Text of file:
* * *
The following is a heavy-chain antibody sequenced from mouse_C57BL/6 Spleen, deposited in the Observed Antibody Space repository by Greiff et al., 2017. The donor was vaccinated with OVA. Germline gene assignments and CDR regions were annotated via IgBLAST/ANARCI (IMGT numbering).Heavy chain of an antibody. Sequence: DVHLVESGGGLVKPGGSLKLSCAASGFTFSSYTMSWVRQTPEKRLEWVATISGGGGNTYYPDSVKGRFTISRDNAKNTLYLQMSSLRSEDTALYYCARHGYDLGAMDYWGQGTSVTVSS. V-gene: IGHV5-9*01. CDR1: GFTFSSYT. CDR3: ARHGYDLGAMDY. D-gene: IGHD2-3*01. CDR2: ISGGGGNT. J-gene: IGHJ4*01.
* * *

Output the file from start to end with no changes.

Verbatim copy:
The following is a heavy-chain antibody sequenced from mouse_C57BL/6 Spleen, deposited in the Observed Antibody Space repository by Greiff et al., 2017. The donor was vaccinated with OVA. Germline gene assignments and CDR regions were annotated via IgBLAST/ANARCI (IMGT numbering).Heavy chain of an antibody. Sequence: DVHLVESGGGLVKPGGSLKLSCAASGFTFSSYTMSWVRQTPEKRLEWVATISGGGGNTYYPDSVKGRFTISRDNAKNTLYLQMSSLRSEDTALYYCARHGYDLGAMDYWGQGTSVTVSS. V-gene: IGHV5-9*01. CDR1: GFTFSSYT. CDR3: ARHGYDLGAMDY. D-gene: IGHD2-3*01. CDR2: ISGGGGNT. J-gene: IGHJ4*01.